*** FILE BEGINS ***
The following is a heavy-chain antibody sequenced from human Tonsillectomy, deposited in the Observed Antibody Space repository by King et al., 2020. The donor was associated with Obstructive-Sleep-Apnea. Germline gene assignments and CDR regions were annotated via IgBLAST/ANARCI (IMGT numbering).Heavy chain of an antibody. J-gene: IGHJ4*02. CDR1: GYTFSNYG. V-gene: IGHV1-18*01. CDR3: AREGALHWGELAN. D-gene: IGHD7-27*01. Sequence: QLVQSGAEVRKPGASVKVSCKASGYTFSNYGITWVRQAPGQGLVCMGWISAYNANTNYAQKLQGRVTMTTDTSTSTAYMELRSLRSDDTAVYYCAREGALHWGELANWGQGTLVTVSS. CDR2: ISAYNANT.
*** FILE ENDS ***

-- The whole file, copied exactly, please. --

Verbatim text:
The following is a heavy-chain antibody sequenced from human Tonsillectomy, deposited in the Observed Antibody Space repository by King et al., 2020. The donor was associated with Obstructive-Sleep-Apnea. Germline gene assignments and CDR regions were annotated via IgBLAST/ANARCI (IMGT numbering).Heavy chain of an antibody. J-gene: IGHJ4*02. CDR1: GYTFSNYG. V-gene: IGHV1-18*01. CDR3: AREGALHWGELAN. D-gene: IGHD7-27*01. Sequence: QLVQSGAEVRKPGASVKVSCKASGYTFSNYGITWVRQAPGQGLVCMGWISAYNANTNYAQKLQGRVTMTTDTSTSTAYMELRSLRSDDTAVYYCAREGALHWGELANWGQGTLVTVSS. CDR2: ISAYNANT.